Publication: March 2020
Ronald Koorm explores the complex relationship between Bletchley Park and its support codebreaking outstations, the background to the Enigma encoding machine, and how Eastcote became the largest codebreaking outstation during the war. He analyses the development of improvements on Alan Turing’s Bombe machine, the contribution of the WRNS (Wrens) in operating the machines, and some of the social history showing how those Wrens from varying social backgrounds displayed outstanding teamwork under immense pressure at the codebreaking sites.
Post-war, Eastcote became GCHQ prior to moving to Cheltenham, and there were multiple uses of the site, including Cold War counter-intelligence operations. The author explores the link between Alan Turing and others in terms of the quest for Artificial Intelligence, and how talented individuals during the war helped shape the future. Backing Bletchley includes previously unpublished diagrams, charts and illustrations of the story of the outstations, which shed further light on the extraordinary historic events that occurred at them.
Ronald Koorm ran his own surveying and design consultancy for many years. He has lectured in various subjects including codebreaking and outstations during the Second World War. His research over recent years has been on Eastcote, codebreaking and the development to GCHQ. His diary for talks on the subject for 2020‒21 is almost full. He is an active member of the Access Association, He has written articles for RICS and for other journals and blogs for bodies such as the Construction Industry Council.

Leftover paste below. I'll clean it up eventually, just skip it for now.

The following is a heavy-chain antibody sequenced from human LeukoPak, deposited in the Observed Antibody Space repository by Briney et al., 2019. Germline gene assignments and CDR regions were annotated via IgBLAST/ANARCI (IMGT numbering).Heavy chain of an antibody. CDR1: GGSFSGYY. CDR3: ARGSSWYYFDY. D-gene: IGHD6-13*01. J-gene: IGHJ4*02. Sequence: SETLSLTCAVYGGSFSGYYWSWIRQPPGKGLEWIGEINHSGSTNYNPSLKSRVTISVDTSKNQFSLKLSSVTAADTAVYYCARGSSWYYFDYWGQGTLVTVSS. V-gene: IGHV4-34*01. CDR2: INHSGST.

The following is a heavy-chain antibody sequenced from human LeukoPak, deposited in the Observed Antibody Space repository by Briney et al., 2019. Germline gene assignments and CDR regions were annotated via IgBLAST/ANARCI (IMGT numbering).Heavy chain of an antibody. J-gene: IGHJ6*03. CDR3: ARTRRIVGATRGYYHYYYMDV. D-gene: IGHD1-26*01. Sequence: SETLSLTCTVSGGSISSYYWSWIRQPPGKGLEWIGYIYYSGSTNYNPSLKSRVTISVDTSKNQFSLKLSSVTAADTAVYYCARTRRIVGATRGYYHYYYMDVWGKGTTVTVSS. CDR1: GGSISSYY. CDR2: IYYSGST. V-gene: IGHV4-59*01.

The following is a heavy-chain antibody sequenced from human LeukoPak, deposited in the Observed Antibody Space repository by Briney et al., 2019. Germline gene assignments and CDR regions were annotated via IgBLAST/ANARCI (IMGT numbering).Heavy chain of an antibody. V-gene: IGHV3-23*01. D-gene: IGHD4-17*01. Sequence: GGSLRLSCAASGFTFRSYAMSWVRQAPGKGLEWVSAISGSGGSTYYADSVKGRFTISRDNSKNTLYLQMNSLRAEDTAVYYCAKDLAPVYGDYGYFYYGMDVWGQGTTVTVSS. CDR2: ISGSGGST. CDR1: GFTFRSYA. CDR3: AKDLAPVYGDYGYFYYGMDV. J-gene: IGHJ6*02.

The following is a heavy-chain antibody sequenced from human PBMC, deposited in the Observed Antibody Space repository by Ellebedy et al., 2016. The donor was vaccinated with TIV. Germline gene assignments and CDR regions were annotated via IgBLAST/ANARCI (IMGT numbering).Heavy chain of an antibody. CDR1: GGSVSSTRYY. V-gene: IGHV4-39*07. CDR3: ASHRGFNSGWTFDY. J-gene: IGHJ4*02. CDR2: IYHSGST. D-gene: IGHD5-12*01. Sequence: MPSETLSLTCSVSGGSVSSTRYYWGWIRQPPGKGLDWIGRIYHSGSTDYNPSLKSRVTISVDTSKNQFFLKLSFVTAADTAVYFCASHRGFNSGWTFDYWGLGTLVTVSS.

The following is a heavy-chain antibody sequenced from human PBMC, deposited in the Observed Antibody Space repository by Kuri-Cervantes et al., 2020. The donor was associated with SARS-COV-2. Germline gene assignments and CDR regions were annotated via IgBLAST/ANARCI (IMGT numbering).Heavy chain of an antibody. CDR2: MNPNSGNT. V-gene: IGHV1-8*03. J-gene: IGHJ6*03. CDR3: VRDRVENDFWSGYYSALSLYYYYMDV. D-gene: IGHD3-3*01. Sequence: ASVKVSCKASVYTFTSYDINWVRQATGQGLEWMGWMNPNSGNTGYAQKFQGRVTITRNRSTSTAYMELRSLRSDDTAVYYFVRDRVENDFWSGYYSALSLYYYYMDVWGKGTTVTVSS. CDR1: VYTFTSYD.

Publication: January 2020
Isabella of France married Edward II in January 1308, and afterwards became one of the most notorious women in English history. In 1325, she was sent to her homeland to negotiate a peace settlement between her husband and her brother Charles IV, king of France. She refused to return. Instead, she began a relationship with her husband’s deadliest enemy, the English baron Roger Mortimer. With the king’s son and heir, the future Edward III, under their control, the pair led an invasion of England which ultimately resulted in Edward II’s forced abdication in January 1327. Isabella and Mortimer ruled England during Edward III’s minority until he overthrew them in October 1330.
A rebel against her own husband and king, and regent for her son, Isabella was a powerful, capable and intelligent woman. She forced the first ever abdication of a king in England, and thus changed the course of English history. Examining Isabella’s life with particular focus on her revolutionary actions in the 1320s, this book corrects the many myths surrounding her and provides a vivid account of this most fascinating and influential of women.
Kathryn Warner holds two degrees in medieval history from the University of Manchester. She is considered a foremost expert on Edward II and an article from her on the subject was published in the English Historical Review. She has run a website about him since 2005 and a Facebook page about him since 2010 and has carved out a strong online presence as an expert on Edward II and the fourteenth century in general. Kathryn teaches Business English as a foreign language and lives between Dusseldorf and Cumbria.